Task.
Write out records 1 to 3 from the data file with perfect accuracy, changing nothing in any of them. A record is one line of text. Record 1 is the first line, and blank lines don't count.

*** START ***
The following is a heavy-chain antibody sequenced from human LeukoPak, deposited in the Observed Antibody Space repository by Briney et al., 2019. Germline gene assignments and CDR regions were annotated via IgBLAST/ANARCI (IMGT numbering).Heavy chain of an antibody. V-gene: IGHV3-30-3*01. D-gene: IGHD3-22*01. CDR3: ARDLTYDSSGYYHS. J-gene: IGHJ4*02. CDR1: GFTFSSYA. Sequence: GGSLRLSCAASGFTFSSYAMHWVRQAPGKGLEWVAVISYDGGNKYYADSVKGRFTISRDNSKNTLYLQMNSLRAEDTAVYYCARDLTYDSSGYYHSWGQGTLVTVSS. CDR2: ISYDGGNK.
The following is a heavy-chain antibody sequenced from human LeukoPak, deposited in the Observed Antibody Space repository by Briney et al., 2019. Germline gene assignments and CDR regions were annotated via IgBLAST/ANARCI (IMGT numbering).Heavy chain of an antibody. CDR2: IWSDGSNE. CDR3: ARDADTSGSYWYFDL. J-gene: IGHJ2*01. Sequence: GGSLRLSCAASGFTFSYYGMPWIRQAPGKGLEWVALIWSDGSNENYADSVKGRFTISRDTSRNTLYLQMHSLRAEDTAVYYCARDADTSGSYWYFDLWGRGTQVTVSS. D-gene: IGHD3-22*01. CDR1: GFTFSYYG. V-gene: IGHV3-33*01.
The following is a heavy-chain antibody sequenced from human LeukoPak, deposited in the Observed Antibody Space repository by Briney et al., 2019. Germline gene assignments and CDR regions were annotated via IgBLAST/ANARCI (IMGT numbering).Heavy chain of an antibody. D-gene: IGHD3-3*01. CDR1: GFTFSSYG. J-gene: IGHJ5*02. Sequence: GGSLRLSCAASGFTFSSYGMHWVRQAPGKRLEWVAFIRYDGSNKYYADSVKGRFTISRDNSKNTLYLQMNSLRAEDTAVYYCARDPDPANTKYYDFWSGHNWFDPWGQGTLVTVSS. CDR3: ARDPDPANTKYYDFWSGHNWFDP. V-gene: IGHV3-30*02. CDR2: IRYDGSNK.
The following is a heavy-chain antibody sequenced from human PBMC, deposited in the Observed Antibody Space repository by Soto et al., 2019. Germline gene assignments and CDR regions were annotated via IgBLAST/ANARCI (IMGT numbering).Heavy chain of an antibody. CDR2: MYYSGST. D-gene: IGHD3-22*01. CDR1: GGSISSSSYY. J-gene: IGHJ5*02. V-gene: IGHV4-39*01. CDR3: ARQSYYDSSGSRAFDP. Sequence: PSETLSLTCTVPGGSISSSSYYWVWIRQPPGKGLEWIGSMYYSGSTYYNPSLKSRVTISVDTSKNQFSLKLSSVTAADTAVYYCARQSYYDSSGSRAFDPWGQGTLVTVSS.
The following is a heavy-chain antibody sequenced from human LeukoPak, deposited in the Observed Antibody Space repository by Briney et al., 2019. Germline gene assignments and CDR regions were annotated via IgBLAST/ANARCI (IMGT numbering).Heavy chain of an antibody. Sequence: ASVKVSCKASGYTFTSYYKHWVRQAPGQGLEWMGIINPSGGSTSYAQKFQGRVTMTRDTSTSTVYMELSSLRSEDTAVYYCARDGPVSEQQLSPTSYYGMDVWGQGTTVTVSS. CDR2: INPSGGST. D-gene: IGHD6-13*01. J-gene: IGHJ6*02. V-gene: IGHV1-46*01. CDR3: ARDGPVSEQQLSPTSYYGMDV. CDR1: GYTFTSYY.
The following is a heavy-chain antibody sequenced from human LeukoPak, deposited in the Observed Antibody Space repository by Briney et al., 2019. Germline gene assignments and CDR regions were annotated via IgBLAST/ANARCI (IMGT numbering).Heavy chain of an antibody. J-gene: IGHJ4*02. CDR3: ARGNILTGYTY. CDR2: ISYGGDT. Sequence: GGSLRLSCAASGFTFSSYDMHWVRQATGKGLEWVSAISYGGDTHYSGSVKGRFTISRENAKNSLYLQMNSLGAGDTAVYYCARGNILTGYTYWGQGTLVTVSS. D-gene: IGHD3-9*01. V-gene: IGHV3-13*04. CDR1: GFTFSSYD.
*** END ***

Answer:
The following is a heavy-chain antibody sequenced from human LeukoPak, deposited in the Observed Antibody Space repository by Briney et al., 2019. Germline gene assignments and CDR regions were annotated via IgBLAST/ANARCI (IMGT numbering).Heavy chain of an antibody. V-gene: IGHV3-30-3*01. D-gene: IGHD3-22*01. CDR3: ARDLTYDSSGYYHS. J-gene: IGHJ4*02. CDR1: GFTFSSYA. Sequence: GGSLRLSCAASGFTFSSYAMHWVRQAPGKGLEWVAVISYDGGNKYYADSVKGRFTISRDNSKNTLYLQMNSLRAEDTAVYYCARDLTYDSSGYYHSWGQGTLVTVSS. CDR2: ISYDGGNK.
The following is a heavy-chain antibody sequenced from human LeukoPak, deposited in the Observed Antibody Space repository by Briney et al., 2019. Germline gene assignments and CDR regions were annotated via IgBLAST/ANARCI (IMGT numbering).Heavy chain of an antibody. CDR2: IWSDGSNE. CDR3: ARDADTSGSYWYFDL. J-gene: IGHJ2*01. Sequence: GGSLRLSCAASGFTFSYYGMPWIRQAPGKGLEWVALIWSDGSNENYADSVKGRFTISRDTSRNTLYLQMHSLRAEDTAVYYCARDADTSGSYWYFDLWGRGTQVTVSS. D-gene: IGHD3-22*01. CDR1: GFTFSYYG. V-gene: IGHV3-33*01.
The following is a heavy-chain antibody sequenced from human LeukoPak, deposited in the Observed Antibody Space repository by Briney et al., 2019. Germline gene assignments and CDR regions were annotated via IgBLAST/ANARCI (IMGT numbering).Heavy chain of an antibody. D-gene: IGHD3-3*01. CDR1: GFTFSSYG. J-gene: IGHJ5*02. Sequence: GGSLRLSCAASGFTFSSYGMHWVRQAPGKRLEWVAFIRYDGSNKYYADSVKGRFTISRDNSKNTLYLQMNSLRAEDTAVYYCARDPDPANTKYYDFWSGHNWFDPWGQGTLVTVSS. CDR3: ARDPDPANTKYYDFWSGHNWFDP. V-gene: IGHV3-30*02. CDR2: IRYDGSNK.